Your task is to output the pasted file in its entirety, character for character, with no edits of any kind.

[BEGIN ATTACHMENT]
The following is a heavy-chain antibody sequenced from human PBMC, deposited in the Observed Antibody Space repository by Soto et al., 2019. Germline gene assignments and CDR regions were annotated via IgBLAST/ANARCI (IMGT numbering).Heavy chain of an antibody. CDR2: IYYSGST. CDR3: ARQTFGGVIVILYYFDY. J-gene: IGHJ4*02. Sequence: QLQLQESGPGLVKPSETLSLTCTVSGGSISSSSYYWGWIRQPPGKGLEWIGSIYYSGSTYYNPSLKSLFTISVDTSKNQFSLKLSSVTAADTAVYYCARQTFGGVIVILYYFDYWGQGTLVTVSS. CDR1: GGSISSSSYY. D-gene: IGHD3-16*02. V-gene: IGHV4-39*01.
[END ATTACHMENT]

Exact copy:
The following is a heavy-chain antibody sequenced from human PBMC, deposited in the Observed Antibody Space repository by Soto et al., 2019. Germline gene assignments and CDR regions were annotated via IgBLAST/ANARCI (IMGT numbering).Heavy chain of an antibody. CDR2: IYYSGST. CDR3: ARQTFGGVIVILYYFDY. J-gene: IGHJ4*02. Sequence: QLQLQESGPGLVKPSETLSLTCTVSGGSISSSSYYWGWIRQPPGKGLEWIGSIYYSGSTYYNPSLKSLFTISVDTSKNQFSLKLSSVTAADTAVYYCARQTFGGVIVILYYFDYWGQGTLVTVSS. CDR1: GGSISSSSYY. D-gene: IGHD3-16*02. V-gene: IGHV4-39*01.